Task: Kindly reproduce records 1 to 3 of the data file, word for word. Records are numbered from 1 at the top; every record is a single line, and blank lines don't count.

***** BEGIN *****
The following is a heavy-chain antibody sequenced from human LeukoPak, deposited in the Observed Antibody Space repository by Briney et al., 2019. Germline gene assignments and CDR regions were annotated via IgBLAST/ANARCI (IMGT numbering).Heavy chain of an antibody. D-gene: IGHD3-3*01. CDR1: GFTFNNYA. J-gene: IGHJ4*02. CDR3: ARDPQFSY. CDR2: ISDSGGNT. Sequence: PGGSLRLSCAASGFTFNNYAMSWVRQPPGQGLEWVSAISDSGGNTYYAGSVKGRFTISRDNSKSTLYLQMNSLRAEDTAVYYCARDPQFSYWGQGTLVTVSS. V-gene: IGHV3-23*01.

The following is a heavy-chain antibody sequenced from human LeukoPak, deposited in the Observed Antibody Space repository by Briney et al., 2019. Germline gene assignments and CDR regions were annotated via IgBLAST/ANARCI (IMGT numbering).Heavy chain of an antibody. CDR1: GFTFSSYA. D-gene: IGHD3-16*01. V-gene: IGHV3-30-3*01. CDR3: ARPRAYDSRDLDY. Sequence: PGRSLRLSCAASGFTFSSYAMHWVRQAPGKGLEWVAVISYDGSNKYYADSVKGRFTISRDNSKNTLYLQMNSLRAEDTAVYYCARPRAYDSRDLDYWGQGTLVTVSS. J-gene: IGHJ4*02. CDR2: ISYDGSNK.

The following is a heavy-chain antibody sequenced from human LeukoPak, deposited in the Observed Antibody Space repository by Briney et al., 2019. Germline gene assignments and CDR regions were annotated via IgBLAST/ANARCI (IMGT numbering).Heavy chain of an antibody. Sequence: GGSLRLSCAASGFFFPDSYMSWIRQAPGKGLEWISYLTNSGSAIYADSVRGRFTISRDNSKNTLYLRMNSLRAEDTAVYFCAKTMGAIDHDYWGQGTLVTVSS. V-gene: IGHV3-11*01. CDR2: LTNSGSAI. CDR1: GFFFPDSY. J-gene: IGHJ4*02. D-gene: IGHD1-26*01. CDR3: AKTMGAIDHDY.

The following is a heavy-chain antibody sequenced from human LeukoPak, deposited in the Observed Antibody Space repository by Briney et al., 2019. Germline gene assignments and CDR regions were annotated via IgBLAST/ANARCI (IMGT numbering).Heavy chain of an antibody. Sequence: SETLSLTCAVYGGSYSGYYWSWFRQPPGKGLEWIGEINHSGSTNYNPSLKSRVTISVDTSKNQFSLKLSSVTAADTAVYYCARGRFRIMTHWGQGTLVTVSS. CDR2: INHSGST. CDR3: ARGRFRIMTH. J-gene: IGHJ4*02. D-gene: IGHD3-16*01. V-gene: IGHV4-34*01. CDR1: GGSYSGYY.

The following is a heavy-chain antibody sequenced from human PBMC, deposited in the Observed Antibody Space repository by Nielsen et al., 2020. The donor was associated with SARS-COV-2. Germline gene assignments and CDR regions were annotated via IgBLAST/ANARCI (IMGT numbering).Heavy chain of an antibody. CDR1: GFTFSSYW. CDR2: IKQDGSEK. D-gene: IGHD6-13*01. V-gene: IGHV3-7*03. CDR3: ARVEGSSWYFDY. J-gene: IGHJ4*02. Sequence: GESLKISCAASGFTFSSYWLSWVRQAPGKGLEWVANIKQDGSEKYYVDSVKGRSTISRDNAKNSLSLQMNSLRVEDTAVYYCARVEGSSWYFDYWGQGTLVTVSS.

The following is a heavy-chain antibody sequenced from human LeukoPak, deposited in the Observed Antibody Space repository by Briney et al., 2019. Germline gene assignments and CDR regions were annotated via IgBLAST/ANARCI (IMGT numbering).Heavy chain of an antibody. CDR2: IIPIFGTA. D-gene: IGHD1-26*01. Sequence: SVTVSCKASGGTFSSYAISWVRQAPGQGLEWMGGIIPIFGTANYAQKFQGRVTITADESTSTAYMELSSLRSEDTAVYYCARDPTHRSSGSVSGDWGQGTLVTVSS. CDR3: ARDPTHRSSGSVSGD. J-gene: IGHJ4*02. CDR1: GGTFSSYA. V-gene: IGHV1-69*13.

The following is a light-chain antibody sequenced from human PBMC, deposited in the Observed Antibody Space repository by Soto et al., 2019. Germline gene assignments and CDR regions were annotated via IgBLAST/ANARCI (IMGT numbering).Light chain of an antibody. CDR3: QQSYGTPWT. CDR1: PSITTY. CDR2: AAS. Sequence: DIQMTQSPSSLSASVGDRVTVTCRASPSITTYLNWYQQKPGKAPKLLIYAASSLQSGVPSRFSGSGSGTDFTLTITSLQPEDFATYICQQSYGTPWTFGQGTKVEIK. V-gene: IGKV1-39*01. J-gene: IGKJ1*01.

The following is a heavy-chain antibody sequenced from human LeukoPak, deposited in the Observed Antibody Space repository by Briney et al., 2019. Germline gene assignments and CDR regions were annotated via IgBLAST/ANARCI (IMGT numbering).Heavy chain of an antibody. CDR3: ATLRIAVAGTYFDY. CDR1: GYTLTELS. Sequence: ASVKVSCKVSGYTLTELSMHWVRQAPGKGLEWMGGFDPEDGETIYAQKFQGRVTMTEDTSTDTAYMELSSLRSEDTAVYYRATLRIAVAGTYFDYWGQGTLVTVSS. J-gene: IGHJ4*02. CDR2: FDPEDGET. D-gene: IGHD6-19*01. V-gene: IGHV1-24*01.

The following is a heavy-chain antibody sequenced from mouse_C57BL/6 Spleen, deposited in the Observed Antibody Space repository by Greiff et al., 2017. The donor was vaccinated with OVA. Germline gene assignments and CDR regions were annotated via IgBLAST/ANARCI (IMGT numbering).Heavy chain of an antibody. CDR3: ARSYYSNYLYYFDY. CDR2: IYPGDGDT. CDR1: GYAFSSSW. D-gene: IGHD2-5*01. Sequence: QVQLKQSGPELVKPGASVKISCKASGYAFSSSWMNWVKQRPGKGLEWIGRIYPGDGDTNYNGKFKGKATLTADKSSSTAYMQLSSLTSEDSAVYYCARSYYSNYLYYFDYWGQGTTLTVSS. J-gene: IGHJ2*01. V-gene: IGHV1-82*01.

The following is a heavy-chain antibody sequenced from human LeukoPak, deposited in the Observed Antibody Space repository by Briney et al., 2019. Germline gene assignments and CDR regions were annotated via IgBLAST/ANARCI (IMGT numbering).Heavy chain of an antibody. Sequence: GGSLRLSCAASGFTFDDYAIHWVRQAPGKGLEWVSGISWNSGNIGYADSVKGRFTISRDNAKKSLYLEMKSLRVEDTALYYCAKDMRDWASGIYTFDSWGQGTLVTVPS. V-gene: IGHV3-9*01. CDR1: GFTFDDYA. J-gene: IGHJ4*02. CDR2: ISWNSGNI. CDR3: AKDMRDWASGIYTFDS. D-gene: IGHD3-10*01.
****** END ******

The following is a heavy-chain antibody sequenced from human LeukoPak, deposited in the Observed Antibody Space repository by Briney et al., 2019. Germline gene assignments and CDR regions were annotated via IgBLAST/ANARCI (IMGT numbering).Heavy chain of an antibody. D-gene: IGHD3-3*01. CDR1: GFTFNNYA. J-gene: IGHJ4*02. CDR3: ARDPQFSY. CDR2: ISDSGGNT. Sequence: PGGSLRLSCAASGFTFNNYAMSWVRQPPGQGLEWVSAISDSGGNTYYAGSVKGRFTISRDNSKSTLYLQMNSLRAEDTAVYYCARDPQFSYWGQGTLVTVSS. V-gene: IGHV3-23*01.

The following is a heavy-chain antibody sequenced from human LeukoPak, deposited in the Observed Antibody Space repository by Briney et al., 2019. Germline gene assignments and CDR regions were annotated via IgBLAST/ANARCI (IMGT numbering).Heavy chain of an antibody. CDR1: GFTFSSYA. D-gene: IGHD3-16*01. V-gene: IGHV3-30-3*01. CDR3: ARPRAYDSRDLDY. Sequence: PGRSLRLSCAASGFTFSSYAMHWVRQAPGKGLEWVAVISYDGSNKYYADSVKGRFTISRDNSKNTLYLQMNSLRAEDTAVYYCARPRAYDSRDLDYWGQGTLVTVSS. J-gene: IGHJ4*02. CDR2: ISYDGSNK.

The following is a heavy-chain antibody sequenced from human LeukoPak, deposited in the Observed Antibody Space repository by Briney et al., 2019. Germline gene assignments and CDR regions were annotated via IgBLAST/ANARCI (IMGT numbering).Heavy chain of an antibody. Sequence: GGSLRLSCAASGFFFPDSYMSWIRQAPGKGLEWISYLTNSGSAIYADSVRGRFTISRDNSKNTLYLRMNSLRAEDTAVYFCAKTMGAIDHDYWGQGTLVTVSS. V-gene: IGHV3-11*01. CDR2: LTNSGSAI. CDR1: GFFFPDSY. J-gene: IGHJ4*02. D-gene: IGHD1-26*01. CDR3: AKTMGAIDHDY.